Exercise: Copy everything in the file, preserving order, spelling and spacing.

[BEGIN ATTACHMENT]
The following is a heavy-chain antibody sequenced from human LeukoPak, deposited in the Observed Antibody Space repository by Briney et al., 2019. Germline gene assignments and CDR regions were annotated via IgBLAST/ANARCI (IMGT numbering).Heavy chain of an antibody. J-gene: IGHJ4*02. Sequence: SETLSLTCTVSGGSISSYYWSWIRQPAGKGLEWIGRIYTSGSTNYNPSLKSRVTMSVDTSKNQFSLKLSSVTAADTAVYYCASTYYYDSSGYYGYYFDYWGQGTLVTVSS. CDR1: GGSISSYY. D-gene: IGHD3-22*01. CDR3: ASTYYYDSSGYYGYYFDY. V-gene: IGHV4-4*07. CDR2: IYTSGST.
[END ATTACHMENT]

The following is a heavy-chain antibody sequenced from human LeukoPak, deposited in the Observed Antibody Space repository by Briney et al., 2019. Germline gene assignments and CDR regions were annotated via IgBLAST/ANARCI (IMGT numbering).Heavy chain of an antibody. J-gene: IGHJ4*02. Sequence: SETLSLTCTVSGGSISSYYWSWIRQPAGKGLEWIGRIYTSGSTNYNPSLKSRVTMSVDTSKNQFSLKLSSVTAADTAVYYCASTYYYDSSGYYGYYFDYWGQGTLVTVSS. CDR1: GGSISSYY. D-gene: IGHD3-22*01. CDR3: ASTYYYDSSGYYGYYFDY. V-gene: IGHV4-4*07. CDR2: IYTSGST.